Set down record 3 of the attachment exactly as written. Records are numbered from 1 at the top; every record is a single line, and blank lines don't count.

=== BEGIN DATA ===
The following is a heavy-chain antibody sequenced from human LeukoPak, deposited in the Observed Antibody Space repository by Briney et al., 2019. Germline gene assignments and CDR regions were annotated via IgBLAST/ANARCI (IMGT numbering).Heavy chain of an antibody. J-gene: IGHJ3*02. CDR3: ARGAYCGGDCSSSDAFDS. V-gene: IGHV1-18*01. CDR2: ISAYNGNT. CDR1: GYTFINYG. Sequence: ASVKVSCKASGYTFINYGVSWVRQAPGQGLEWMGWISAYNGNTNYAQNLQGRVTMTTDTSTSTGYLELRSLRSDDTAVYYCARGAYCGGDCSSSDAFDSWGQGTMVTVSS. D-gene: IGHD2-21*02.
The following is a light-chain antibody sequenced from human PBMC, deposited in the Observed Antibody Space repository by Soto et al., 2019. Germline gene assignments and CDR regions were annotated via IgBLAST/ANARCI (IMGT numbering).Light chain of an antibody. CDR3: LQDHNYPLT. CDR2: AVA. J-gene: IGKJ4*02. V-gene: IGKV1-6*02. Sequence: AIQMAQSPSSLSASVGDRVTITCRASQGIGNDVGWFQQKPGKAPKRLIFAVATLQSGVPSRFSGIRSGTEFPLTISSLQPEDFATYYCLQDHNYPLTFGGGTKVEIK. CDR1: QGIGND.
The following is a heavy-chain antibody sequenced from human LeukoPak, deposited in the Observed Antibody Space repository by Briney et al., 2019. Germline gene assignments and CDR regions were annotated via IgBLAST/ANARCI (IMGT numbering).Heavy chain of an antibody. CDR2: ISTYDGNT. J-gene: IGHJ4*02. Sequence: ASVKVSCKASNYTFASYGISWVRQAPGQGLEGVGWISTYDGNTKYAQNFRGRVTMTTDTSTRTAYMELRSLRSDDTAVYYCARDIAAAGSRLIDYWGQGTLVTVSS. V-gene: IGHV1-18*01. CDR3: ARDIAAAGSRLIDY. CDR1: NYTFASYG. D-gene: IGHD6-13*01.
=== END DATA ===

The following is a heavy-chain antibody sequenced from human LeukoPak, deposited in the Observed Antibody Space repository by Briney et al., 2019. Germline gene assignments and CDR regions were annotated via IgBLAST/ANARCI (IMGT numbering).Heavy chain of an antibody. CDR2: ISTYDGNT. J-gene: IGHJ4*02. Sequence: ASVKVSCKASNYTFASYGISWVRQAPGQGLEGVGWISTYDGNTKYAQNFRGRVTMTTDTSTRTAYMELRSLRSDDTAVYYCARDIAAAGSRLIDYWGQGTLVTVSS. V-gene: IGHV1-18*01. CDR3: ARDIAAAGSRLIDY. CDR1: NYTFASYG. D-gene: IGHD6-13*01.